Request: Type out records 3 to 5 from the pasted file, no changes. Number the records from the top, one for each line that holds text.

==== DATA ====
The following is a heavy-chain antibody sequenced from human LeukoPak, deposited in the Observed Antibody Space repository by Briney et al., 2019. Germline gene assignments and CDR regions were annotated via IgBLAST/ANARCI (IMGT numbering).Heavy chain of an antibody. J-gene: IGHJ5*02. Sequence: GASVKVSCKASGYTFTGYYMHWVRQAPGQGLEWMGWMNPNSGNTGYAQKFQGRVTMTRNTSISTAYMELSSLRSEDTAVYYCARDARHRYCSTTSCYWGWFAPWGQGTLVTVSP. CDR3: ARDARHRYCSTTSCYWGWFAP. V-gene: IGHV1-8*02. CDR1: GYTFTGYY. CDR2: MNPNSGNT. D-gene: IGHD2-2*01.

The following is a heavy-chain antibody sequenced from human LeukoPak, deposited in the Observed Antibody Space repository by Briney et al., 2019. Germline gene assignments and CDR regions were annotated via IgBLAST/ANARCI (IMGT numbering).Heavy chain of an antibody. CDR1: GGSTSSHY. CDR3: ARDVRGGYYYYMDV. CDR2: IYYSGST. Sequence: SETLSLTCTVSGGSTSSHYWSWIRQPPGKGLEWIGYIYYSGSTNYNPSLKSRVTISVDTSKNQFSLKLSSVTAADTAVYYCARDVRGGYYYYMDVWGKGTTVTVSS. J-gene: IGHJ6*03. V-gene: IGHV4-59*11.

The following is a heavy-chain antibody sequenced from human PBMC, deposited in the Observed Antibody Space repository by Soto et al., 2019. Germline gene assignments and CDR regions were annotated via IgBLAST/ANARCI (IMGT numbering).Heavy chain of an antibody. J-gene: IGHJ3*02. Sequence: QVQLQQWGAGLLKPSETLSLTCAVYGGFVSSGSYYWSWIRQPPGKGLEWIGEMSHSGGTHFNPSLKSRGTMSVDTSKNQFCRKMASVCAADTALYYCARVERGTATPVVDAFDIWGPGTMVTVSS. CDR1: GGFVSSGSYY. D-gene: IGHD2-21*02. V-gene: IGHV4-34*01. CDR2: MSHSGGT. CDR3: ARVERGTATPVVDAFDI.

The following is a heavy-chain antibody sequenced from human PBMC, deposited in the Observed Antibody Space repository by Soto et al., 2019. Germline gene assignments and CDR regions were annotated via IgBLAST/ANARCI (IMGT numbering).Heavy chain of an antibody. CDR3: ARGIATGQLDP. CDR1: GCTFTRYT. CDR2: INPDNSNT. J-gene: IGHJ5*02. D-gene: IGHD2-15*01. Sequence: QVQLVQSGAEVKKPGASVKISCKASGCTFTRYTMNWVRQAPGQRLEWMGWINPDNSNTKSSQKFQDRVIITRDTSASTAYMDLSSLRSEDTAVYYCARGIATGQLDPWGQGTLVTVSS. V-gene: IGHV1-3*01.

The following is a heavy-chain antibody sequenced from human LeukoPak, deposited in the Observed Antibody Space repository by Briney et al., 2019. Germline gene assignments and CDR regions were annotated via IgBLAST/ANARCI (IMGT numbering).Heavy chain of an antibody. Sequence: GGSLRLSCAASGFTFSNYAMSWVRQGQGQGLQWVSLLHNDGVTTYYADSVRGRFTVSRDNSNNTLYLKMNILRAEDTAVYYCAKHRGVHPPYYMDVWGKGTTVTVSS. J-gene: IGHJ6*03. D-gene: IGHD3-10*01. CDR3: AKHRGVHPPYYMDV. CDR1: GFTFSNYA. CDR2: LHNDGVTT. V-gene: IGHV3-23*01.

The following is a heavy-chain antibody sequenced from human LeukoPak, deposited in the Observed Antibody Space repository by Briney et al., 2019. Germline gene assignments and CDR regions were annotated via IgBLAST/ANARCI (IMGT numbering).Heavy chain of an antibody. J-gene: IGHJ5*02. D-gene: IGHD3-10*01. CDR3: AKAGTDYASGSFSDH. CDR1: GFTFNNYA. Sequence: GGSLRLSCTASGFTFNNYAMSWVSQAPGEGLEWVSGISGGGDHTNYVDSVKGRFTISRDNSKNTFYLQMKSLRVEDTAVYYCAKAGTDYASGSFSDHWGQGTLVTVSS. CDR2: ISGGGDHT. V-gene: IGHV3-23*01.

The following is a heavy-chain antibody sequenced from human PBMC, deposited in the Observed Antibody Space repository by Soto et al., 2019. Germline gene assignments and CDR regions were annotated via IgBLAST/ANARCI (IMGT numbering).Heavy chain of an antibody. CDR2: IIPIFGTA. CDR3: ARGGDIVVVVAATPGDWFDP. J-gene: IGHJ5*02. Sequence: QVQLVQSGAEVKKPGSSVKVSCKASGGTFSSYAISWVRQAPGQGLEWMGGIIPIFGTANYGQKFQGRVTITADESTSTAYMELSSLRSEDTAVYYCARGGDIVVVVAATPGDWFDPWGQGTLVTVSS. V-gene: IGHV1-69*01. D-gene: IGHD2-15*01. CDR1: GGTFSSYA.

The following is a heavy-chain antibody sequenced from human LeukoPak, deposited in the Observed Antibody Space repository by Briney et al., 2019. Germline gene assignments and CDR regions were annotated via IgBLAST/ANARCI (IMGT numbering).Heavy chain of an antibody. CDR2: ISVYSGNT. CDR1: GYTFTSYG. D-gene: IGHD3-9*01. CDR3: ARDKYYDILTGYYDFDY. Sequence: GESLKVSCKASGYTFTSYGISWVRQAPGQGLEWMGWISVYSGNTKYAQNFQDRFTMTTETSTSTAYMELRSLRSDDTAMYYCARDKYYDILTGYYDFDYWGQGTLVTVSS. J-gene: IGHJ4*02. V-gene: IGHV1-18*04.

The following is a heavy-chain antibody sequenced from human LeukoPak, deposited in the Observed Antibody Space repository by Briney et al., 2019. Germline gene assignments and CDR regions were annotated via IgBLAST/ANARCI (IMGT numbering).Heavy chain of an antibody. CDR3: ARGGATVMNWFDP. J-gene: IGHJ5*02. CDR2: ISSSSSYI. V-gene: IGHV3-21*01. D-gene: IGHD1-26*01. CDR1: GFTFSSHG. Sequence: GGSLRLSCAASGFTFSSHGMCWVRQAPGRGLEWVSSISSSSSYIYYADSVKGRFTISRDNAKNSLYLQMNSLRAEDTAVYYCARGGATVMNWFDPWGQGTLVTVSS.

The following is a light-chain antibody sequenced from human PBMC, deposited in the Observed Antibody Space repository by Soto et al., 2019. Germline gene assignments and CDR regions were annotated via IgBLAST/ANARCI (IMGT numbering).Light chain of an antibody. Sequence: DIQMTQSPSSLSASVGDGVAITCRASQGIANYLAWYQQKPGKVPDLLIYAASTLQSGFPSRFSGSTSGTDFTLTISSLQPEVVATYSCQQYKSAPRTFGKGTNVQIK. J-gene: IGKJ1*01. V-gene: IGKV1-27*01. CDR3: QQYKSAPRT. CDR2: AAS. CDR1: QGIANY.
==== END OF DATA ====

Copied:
The following is a heavy-chain antibody sequenced from human PBMC, deposited in the Observed Antibody Space repository by Soto et al., 2019. Germline gene assignments and CDR regions were annotated via IgBLAST/ANARCI (IMGT numbering).Heavy chain of an antibody. J-gene: IGHJ3*02. Sequence: QVQLQQWGAGLLKPSETLSLTCAVYGGFVSSGSYYWSWIRQPPGKGLEWIGEMSHSGGTHFNPSLKSRGTMSVDTSKNQFCRKMASVCAADTALYYCARVERGTATPVVDAFDIWGPGTMVTVSS. CDR1: GGFVSSGSYY. D-gene: IGHD2-21*02. V-gene: IGHV4-34*01. CDR2: MSHSGGT. CDR3: ARVERGTATPVVDAFDI.

The following is a heavy-chain antibody sequenced from human PBMC, deposited in the Observed Antibody Space repository by Soto et al., 2019. Germline gene assignments and CDR regions were annotated via IgBLAST/ANARCI (IMGT numbering).Heavy chain of an antibody. CDR3: ARGIATGQLDP. CDR1: GCTFTRYT. CDR2: INPDNSNT. J-gene: IGHJ5*02. D-gene: IGHD2-15*01. Sequence: QVQLVQSGAEVKKPGASVKISCKASGCTFTRYTMNWVRQAPGQRLEWMGWINPDNSNTKSSQKFQDRVIITRDTSASTAYMDLSSLRSEDTAVYYCARGIATGQLDPWGQGTLVTVSS. V-gene: IGHV1-3*01.

The following is a heavy-chain antibody sequenced from human LeukoPak, deposited in the Observed Antibody Space repository by Briney et al., 2019. Germline gene assignments and CDR regions were annotated via IgBLAST/ANARCI (IMGT numbering).Heavy chain of an antibody. Sequence: GGSLRLSCAASGFTFSNYAMSWVRQGQGQGLQWVSLLHNDGVTTYYADSVRGRFTVSRDNSNNTLYLKMNILRAEDTAVYYCAKHRGVHPPYYMDVWGKGTTVTVSS. J-gene: IGHJ6*03. D-gene: IGHD3-10*01. CDR3: AKHRGVHPPYYMDV. CDR1: GFTFSNYA. CDR2: LHNDGVTT. V-gene: IGHV3-23*01.